Current recommendations are to use the most effective material you can early in the spray program - even though the population seems small. The strategy is to keep the population small for as long as possible as it's very hard to gain control after the numbers have ballooned.  

Resources from CCE ENYCHP!

We are developing new ways to connect with the CCE ENYCHP team this year! We have a Youtube page located at this link. Check out videos on Table Grape Production, Pest Updates and the 20 Minute Ag Manager - in 4 Minutes series

We have a Facebook Page here as well as an Instagram page. We keep these places updated with current projects, events, and other interesting articles and deadlines.

There are also text alerts available. Fruit and vegetable farmers in 17 Eastern NY counties can now receive real time alerts on high risk disease and pest outbreaks texted directly to their cell phone. The Eastern NY Commercial Horticulture program, which is supported by local Cornell Cooperative Extension associations, will now offer text alerts to those that enroll in our program in 2019. 

The text alerts will be reserved for important crop alerts that could impact management decisions immediately. For instance, if there were an outbreak of Late Blight in the area, this would be transmitted to vegetable growers.

Farmers can choose the crop for which they wish to receive updates. Additionally they can request that Ag Business Alerts be sent to them. These alerts might include due dates for crop insurance deadlines, market opportunities etc.

If you have questions, please contact enychp@cornell.edu


Podcasts

Winter Greens Research Review

March 23, 2022
Winter Greens Research Review
March 17, 2022

Episode description:
In this episode, vegetable specialists Ethan Grundberg, Elisabeth Hodgdon, Jud Reid, and grower Leon Vehaba discuss winter greens production in Eastern New York. They highlight research results from the past five years that aimed to develop nitrogen fertility and heating recommendations for winter high tunnel greens production. Leon discusses his lessons learned from his experience at the Poughkeepsie Farm Project and how he made changes to his greens production as a result.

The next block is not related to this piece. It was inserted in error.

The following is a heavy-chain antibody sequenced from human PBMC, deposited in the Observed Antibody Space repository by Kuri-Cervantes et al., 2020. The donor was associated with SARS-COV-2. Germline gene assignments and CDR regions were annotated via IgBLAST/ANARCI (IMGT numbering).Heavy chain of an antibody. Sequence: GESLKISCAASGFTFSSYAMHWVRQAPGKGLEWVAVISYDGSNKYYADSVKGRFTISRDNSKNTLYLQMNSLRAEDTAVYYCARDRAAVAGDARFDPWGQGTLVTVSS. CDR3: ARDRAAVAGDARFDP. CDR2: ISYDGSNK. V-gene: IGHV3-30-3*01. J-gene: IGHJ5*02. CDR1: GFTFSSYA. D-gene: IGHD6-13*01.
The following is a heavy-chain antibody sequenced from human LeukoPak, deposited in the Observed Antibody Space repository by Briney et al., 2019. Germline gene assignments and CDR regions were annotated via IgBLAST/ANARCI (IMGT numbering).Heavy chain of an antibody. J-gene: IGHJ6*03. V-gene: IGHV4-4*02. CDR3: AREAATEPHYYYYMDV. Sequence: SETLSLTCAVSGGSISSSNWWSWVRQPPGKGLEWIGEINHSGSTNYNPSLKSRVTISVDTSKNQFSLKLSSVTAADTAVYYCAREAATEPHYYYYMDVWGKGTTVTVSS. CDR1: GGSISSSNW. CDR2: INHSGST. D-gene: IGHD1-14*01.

Funding and support for the research trials discussed were provided by:
Organic nitrogen fertility management in winter spinach (Willsboro Farm and Pleasant Valley Farm trials): New York Specialty Crop Block Grant Program, Northern NY Agricultural Development Program, Toward Sustainability Foundation, Paul and Sandy Arnold of Pleasant Valley Farm, Mike Davis of the Cornell Willsboro Research Farm, and Amy Ivy and Andy Galimberti of the CCE ENYCHP.

Nitrogen dynamics and yield response to minimal supplemental heating in high tunnel winter production: Northeast SARE Partnership grant and the Poughkeepsie Farm Project.

Resources:
Ethan and Leon’s report from their trials at the Poughkeepsie Farm Project:
‘Nitrogen dynamics and yield response to minimal supplemental heating in high tunnel winter production’ SARE grant final report: https://projects.sare.org/project-reports/one17-298/

Elisabeth and Jud’s results from their trials at the Willsboro Research Farm and Pleasant Valley Farm:
Willsboro Research Farm: https://www.youtube.com/watch?v=m94bE5DV5SI&t=10s
Pleasant Valley Farm (research results and overview of winter greens production on the farm): https://www.youtube.com/watch?v=eLK6jnc0YzA&t=12s

listen now

read transcript